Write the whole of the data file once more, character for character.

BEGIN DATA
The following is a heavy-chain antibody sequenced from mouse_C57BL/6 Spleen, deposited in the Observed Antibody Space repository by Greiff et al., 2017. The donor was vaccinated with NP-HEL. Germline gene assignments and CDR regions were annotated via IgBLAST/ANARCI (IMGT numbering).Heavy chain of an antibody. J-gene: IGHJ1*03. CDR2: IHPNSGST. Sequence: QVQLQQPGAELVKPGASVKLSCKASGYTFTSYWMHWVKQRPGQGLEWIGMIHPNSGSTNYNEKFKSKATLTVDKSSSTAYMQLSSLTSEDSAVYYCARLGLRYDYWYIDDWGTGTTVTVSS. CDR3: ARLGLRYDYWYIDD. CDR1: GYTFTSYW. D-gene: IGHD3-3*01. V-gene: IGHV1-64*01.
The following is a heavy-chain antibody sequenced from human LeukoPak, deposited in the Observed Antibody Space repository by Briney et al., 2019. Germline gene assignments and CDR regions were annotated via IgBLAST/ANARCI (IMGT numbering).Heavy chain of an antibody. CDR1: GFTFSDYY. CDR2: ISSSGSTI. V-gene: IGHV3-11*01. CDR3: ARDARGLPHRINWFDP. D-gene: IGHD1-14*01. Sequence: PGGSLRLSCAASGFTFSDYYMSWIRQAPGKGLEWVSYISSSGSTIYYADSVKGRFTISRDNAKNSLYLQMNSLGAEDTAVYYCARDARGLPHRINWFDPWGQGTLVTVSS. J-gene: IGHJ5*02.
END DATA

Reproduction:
The following is a heavy-chain antibody sequenced from mouse_C57BL/6 Spleen, deposited in the Observed Antibody Space repository by Greiff et al., 2017. The donor was vaccinated with NP-HEL. Germline gene assignments and CDR regions were annotated via IgBLAST/ANARCI (IMGT numbering).Heavy chain of an antibody. J-gene: IGHJ1*03. CDR2: IHPNSGST. Sequence: QVQLQQPGAELVKPGASVKLSCKASGYTFTSYWMHWVKQRPGQGLEWIGMIHPNSGSTNYNEKFKSKATLTVDKSSSTAYMQLSSLTSEDSAVYYCARLGLRYDYWYIDDWGTGTTVTVSS. CDR3: ARLGLRYDYWYIDD. CDR1: GYTFTSYW. D-gene: IGHD3-3*01. V-gene: IGHV1-64*01.
The following is a heavy-chain antibody sequenced from human LeukoPak, deposited in the Observed Antibody Space repository by Briney et al., 2019. Germline gene assignments and CDR regions were annotated via IgBLAST/ANARCI (IMGT numbering).Heavy chain of an antibody. CDR1: GFTFSDYY. CDR2: ISSSGSTI. V-gene: IGHV3-11*01. CDR3: ARDARGLPHRINWFDP. D-gene: IGHD1-14*01. Sequence: PGGSLRLSCAASGFTFSDYYMSWIRQAPGKGLEWVSYISSSGSTIYYADSVKGRFTISRDNAKNSLYLQMNSLGAEDTAVYYCARDARGLPHRINWFDPWGQGTLVTVSS. J-gene: IGHJ5*02.